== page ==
Indonesia in Focus
Nearly everybody knows Popeye, the sailor famous for his biceps. But, mind you, the guy was never seen inside a gym like today’s machos. A daily diet of spinach famously kept the sailor strong, or so the story goes as gastronome and epicurean el supremo Suryatini N. Ganie writes.
However, quoting an expert on whole foods, spinach belonging to the goosefoot family (Chenopodiaceae), is no higher in iron than other leafy vegetable, contrary to popular belief that spinach is “the king of vegetables”.
Nevertheless, let’s go local with Popeye and eat a type of spinach called bayam, which has nearly the same appearance and qualities of the imported spinach that now grows abundantly in our tropical climate and has a pleasant taste, when not overcooked.
Speaking about imported spinach, an expert living near Sukabumi says the seeds she uses on her estate were imported from the Netherlands, where it is called spinazie and is eaten raw or cooked by steaming or a variety of other cooking methods.
While the Dutch bayam ancestors have rather large leaves, the leaves of the local bayam are smaller. Actually the spinach originates in South America, but now grows anywhere with a temperate or tropical climate like ours.
Bayam (Amaranthus hybridus L) and the spinach Spinacia oleracea can be obtained year-round here and are sold in supermarkets and traditional markets, and many people even grow it in their gardens.
Various dishes are prepared with the very nutritious vegetable and have many health benefits. Spinach supports the functions of the large intestines, stomach and liver, and it quenches thirst and supports vision.
It is especially useful for easing constipation for the elderly. (The New Whole Foods Encyclopedia, Rebecca Wood).
In 100 g of edible bayam are the vitamins A, B1, C and minerals like iron, calcium and phosphorous.
Though very nutritious, many do not like some bayam dishes because they are considered ordinary, as they are “seen every day”, as a niece of mine once said with displeasure.
Sayur bening, a clear watery soup, while not very impressive is refreshing in hot weather. Then there is sayur bobor, Javanese in origin but well-known throughout the archipelago. And while sharing nearly the same spices as sayur bening, it is more suitable for colder days due to the addition of coconut milk. Eaten with hot steamed rice and crispy fried tempeh, it is not bad at all.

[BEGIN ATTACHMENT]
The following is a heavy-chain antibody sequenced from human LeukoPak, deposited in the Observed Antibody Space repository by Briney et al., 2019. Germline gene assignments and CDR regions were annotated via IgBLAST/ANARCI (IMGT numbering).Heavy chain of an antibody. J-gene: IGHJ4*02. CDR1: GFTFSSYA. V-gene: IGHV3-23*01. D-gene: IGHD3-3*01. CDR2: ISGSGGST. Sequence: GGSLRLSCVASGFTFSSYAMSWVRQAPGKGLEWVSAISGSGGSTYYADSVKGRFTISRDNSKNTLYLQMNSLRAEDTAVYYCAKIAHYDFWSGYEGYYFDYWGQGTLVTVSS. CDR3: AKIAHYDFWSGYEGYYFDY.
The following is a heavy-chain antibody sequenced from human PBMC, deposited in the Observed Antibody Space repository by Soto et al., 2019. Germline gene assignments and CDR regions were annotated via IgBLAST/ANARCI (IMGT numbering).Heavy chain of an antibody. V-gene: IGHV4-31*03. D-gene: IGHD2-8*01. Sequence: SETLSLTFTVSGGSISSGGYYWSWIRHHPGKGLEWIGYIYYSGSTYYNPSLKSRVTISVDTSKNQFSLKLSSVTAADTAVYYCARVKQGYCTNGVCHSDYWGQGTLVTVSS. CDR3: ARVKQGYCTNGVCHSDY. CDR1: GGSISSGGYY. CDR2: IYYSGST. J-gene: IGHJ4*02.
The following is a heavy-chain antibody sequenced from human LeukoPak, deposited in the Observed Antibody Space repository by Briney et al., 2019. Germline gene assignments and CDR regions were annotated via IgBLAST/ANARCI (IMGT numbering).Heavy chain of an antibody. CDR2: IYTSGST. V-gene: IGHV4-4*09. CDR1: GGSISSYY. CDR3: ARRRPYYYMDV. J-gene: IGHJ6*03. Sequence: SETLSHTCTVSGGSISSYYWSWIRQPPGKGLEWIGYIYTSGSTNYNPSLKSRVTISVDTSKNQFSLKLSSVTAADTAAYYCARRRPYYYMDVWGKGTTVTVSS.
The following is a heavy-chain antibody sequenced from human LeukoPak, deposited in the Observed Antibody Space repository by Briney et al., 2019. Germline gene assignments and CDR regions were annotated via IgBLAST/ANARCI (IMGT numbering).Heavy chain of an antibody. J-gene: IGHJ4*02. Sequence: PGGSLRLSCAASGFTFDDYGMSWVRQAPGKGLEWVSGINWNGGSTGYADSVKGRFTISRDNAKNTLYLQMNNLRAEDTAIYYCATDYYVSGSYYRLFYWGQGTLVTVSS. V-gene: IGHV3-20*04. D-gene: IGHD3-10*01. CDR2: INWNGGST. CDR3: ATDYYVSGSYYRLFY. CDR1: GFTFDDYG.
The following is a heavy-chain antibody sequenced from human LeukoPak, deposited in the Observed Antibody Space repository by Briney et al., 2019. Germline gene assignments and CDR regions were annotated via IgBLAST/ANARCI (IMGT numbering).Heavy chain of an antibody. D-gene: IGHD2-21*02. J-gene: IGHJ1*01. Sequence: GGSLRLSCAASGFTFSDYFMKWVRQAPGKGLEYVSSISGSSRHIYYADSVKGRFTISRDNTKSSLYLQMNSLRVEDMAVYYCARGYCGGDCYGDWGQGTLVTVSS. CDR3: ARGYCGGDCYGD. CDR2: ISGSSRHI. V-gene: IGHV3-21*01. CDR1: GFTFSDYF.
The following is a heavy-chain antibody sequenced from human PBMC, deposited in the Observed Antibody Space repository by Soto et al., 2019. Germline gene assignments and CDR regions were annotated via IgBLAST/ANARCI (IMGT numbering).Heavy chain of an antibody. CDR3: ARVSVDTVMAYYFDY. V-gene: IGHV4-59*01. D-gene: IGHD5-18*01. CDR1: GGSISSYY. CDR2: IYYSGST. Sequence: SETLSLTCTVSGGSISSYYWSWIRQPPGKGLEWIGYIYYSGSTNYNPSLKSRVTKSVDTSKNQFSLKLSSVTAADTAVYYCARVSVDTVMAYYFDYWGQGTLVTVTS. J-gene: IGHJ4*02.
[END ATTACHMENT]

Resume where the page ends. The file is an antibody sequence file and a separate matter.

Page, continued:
Bayam is also used when preparing traditional salads like pecel and gado-gado.
In Indonesia, bayam grows in two known varieties, the one with small leaves and the other with rather large leaves. There is also a good growing variety with dark red leaves called bayam merah which is believed to be a good vegetable for those with anemia.
Based on a cookbook printed at the beginning of the 20th century, dishes with bayam were much the same as today’s.
There was sayur bobo, sayur bayam jagung (bayam with young corn kernels), and a rather different name for a bayam dish was sayur menir.
Some people say that sayur menir was the preferred sayur of the Dutch because menir (meneer) sounds like meneer (sir, Mr.) in Dutch.
Another explanation of the name was that the Javanese called finely ground raw rice “menir”, which was added to the dish when spicing it with shallots, garlic, trassi, salt and thick coconut milk.
Experimenting with bayam, it turned out that the vegetable could be used for more interesting or even used for more international creations: on toast, mixed with rice and cheese, in lasagna, chicken stuffed with bayam and easy-to-make rollade (Dutch) with red bayam and wortel (carrot).
So how much spinach, or bayam, should one eat every day? Half a cup of spinach may cut the risk of cancer, especially lung cancer, nearly in half.
Suryatini N. Ganie
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